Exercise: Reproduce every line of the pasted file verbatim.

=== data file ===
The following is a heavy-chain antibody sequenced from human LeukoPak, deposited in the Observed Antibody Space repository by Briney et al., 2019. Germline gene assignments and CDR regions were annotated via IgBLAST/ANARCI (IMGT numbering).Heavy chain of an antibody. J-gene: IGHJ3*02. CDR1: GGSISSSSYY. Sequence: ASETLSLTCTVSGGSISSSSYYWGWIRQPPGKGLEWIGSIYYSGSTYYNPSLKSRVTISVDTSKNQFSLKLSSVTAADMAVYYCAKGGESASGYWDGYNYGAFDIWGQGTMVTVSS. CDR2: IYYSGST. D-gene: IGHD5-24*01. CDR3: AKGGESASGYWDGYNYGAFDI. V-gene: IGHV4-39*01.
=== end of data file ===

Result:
The following is a heavy-chain antibody sequenced from human LeukoPak, deposited in the Observed Antibody Space repository by Briney et al., 2019. Germline gene assignments and CDR regions were annotated via IgBLAST/ANARCI (IMGT numbering).Heavy chain of an antibody. J-gene: IGHJ3*02. CDR1: GGSISSSSYY. Sequence: ASETLSLTCTVSGGSISSSSYYWGWIRQPPGKGLEWIGSIYYSGSTYYNPSLKSRVTISVDTSKNQFSLKLSSVTAADMAVYYCAKGGESASGYWDGYNYGAFDIWGQGTMVTVSS. CDR2: IYYSGST. D-gene: IGHD5-24*01. CDR3: AKGGESASGYWDGYNYGAFDI. V-gene: IGHV4-39*01.